Sleep eluded Andy. He could not help thinking over how to tackle a tow. His main concern was that the motion of the boats would be so great that the line would break or pull out a fitting. What is more, if the tow pulled to one side, the towline could be snapped against our stern-hung rudder. Planning details kept his mind spinning.
The wind increased in the morning. We were in relative comfort, but without sail, poor Eja was tossed about like a ping-pong ball, one second showing her rudderless bottom and the next disappearing behind a liquid mountain. On the radio, Andy went through emergency steering with them. They tried using drogues and a headsail, but she would always swing up into wind, and conditions were far too rough to assemble a jury-rudder or to start towing. So they kept drifting downwind at 1.5 knots in what looked like a merry dance, while we hove-to on alternate tacks, back and forth. A lessening of the wind was forecast for the next day. So with high hopes, we settled down for another night of standing by and waiting.
Now or never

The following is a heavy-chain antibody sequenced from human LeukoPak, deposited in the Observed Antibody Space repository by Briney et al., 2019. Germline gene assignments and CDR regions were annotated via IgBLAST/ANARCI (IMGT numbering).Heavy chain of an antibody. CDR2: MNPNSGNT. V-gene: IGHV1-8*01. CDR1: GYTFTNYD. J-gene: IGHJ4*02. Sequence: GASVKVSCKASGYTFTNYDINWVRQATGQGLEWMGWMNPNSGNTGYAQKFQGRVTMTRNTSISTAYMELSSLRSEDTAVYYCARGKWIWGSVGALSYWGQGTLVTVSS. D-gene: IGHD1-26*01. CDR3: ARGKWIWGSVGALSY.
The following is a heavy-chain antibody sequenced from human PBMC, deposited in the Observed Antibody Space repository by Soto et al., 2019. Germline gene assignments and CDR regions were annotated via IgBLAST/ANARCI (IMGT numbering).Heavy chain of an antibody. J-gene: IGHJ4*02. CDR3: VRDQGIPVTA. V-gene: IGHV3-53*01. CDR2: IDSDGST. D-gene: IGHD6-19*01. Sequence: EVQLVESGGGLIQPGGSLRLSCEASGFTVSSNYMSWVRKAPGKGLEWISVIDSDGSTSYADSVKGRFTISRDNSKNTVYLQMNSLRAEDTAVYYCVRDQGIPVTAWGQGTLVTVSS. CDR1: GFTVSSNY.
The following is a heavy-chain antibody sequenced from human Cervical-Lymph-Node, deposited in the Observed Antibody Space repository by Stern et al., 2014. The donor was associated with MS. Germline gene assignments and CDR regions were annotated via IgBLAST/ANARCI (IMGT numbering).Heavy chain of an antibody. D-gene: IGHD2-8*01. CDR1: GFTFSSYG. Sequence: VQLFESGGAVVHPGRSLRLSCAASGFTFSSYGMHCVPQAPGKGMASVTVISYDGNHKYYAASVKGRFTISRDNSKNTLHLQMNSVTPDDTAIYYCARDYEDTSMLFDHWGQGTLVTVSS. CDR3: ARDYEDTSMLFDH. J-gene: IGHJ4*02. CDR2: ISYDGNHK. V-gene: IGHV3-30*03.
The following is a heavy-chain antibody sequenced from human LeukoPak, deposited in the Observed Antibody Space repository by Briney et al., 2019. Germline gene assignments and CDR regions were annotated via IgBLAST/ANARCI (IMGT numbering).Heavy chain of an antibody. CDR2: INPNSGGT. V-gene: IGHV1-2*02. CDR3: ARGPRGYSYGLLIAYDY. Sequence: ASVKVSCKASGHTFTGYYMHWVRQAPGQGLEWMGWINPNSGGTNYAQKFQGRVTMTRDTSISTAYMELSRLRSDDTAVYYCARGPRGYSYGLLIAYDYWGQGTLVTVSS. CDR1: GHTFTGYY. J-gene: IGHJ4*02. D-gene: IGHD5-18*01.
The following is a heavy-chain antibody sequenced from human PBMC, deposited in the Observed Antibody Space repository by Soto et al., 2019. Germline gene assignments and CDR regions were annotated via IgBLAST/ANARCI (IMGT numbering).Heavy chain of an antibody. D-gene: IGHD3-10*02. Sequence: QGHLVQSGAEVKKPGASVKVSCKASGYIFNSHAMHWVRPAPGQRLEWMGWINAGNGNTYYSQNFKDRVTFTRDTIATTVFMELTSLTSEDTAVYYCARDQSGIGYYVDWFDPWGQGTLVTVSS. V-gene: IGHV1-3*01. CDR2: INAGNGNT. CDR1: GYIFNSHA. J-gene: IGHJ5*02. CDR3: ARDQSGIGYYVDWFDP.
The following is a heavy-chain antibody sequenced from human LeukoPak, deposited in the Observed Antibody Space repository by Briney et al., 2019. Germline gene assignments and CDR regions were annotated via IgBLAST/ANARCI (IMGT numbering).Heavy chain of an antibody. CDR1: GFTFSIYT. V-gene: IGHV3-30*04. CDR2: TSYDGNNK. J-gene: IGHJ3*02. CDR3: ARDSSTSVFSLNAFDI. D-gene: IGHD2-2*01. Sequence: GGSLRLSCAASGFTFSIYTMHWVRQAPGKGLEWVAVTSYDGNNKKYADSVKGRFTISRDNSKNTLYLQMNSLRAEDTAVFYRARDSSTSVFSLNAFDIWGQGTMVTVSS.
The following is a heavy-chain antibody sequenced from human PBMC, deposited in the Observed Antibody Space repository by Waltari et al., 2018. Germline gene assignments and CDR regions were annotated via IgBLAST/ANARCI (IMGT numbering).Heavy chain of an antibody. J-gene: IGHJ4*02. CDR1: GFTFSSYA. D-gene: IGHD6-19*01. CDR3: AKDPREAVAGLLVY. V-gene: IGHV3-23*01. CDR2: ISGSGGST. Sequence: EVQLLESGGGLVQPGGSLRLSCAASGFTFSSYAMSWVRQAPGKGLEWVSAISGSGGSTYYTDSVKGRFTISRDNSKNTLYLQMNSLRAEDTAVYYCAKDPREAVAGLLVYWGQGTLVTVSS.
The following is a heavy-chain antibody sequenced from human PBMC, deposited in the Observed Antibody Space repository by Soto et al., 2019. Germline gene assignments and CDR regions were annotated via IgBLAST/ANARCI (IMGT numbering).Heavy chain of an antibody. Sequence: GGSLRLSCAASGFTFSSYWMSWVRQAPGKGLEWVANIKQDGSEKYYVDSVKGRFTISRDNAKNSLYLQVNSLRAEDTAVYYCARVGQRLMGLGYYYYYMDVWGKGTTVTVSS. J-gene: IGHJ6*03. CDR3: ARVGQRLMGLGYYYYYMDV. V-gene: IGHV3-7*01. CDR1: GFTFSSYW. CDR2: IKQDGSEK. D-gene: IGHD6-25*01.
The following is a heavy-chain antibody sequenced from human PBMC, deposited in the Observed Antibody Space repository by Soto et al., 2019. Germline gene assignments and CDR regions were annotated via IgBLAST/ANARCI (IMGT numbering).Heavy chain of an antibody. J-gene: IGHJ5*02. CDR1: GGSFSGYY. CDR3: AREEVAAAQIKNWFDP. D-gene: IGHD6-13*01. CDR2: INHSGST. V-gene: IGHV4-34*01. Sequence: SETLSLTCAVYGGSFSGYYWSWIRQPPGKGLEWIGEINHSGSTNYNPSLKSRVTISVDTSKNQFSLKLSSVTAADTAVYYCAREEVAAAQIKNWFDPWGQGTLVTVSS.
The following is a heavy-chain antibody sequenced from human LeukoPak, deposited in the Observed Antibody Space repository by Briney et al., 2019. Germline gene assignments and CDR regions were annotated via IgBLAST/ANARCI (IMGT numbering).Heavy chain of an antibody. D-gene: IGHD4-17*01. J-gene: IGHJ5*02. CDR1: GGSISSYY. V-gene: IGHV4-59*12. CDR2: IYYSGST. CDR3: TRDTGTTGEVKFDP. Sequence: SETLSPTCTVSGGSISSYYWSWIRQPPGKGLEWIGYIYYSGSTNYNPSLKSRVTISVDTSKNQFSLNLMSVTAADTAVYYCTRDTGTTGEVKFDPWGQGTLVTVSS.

At dawn, after 30 hours of waiting, Andy decided it was now or never, because a new gale was forecast in 36 hours. The swells were still high enough that we would lose sight of Eja’s deck when less than 100 yards away. It was out of the question to sail close enough to throw a line between the boats. Andy requested that they tie fenders to all the nylon warp they had (about 60 yards) and let it out. As the heavier Eja drifted downwind, the line, supported by the fenders, would trail behind them. Once the line was deployed, we powered up to it, snagging the nylon with a boat hook. That was not as easy as it sounds, as the swells wanted to drive the line under the boat and wrap it around our propeller. Once we had it aboard, we attached our 100 yards of 3/4-inch polypropylene and, working into a downwind position, very slowly increased speed to get a steady pull. Eja had no directional stability, and even with a small sail set forward, at first the boat wanted to round into wind as soon as it started to move and then sway off 90ï¿½ to either side of our course. But the line gradually took up the strain, and Eja followed Balaena – we were on our way!